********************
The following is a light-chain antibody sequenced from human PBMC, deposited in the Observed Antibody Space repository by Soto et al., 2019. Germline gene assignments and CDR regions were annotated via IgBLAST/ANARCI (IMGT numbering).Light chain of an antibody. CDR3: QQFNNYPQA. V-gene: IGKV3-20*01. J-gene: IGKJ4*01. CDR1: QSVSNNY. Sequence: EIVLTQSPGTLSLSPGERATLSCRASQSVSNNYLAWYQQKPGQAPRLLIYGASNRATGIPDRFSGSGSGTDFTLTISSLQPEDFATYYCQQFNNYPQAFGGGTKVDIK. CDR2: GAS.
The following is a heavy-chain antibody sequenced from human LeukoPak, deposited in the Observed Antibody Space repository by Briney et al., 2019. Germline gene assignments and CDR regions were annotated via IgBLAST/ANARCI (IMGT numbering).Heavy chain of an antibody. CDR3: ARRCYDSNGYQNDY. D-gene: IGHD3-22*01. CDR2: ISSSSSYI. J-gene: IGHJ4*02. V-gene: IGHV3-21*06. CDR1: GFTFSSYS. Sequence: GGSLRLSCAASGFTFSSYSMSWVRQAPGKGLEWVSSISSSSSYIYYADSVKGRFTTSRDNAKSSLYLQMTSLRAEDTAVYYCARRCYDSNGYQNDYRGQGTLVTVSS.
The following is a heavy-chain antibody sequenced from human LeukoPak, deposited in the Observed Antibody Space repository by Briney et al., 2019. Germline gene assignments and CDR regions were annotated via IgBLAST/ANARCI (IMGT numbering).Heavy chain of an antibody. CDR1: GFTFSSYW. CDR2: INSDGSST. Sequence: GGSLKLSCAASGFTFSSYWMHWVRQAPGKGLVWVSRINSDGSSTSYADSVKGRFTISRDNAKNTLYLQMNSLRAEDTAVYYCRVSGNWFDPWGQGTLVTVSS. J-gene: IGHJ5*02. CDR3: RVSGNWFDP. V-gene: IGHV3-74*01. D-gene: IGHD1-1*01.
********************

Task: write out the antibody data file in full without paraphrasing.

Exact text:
The following is a light-chain antibody sequenced from human PBMC, deposited in the Observed Antibody Space repository by Soto et al., 2019. Germline gene assignments and CDR regions were annotated via IgBLAST/ANARCI (IMGT numbering).Light chain of an antibody. CDR3: QQFNNYPQA. V-gene: IGKV3-20*01. J-gene: IGKJ4*01. CDR1: QSVSNNY. Sequence: EIVLTQSPGTLSLSPGERATLSCRASQSVSNNYLAWYQQKPGQAPRLLIYGASNRATGIPDRFSGSGSGTDFTLTISSLQPEDFATYYCQQFNNYPQAFGGGTKVDIK. CDR2: GAS.
The following is a heavy-chain antibody sequenced from human LeukoPak, deposited in the Observed Antibody Space repository by Briney et al., 2019. Germline gene assignments and CDR regions were annotated via IgBLAST/ANARCI (IMGT numbering).Heavy chain of an antibody. CDR3: ARRCYDSNGYQNDY. D-gene: IGHD3-22*01. CDR2: ISSSSSYI. J-gene: IGHJ4*02. V-gene: IGHV3-21*06. CDR1: GFTFSSYS. Sequence: GGSLRLSCAASGFTFSSYSMSWVRQAPGKGLEWVSSISSSSSYIYYADSVKGRFTTSRDNAKSSLYLQMTSLRAEDTAVYYCARRCYDSNGYQNDYRGQGTLVTVSS.
The following is a heavy-chain antibody sequenced from human LeukoPak, deposited in the Observed Antibody Space repository by Briney et al., 2019. Germline gene assignments and CDR regions were annotated via IgBLAST/ANARCI (IMGT numbering).Heavy chain of an antibody. CDR1: GFTFSSYW. CDR2: INSDGSST. Sequence: GGSLKLSCAASGFTFSSYWMHWVRQAPGKGLVWVSRINSDGSSTSYADSVKGRFTISRDNAKNTLYLQMNSLRAEDTAVYYCRVSGNWFDPWGQGTLVTVSS. J-gene: IGHJ5*02. CDR3: RVSGNWFDP. V-gene: IGHV3-74*01. D-gene: IGHD1-1*01.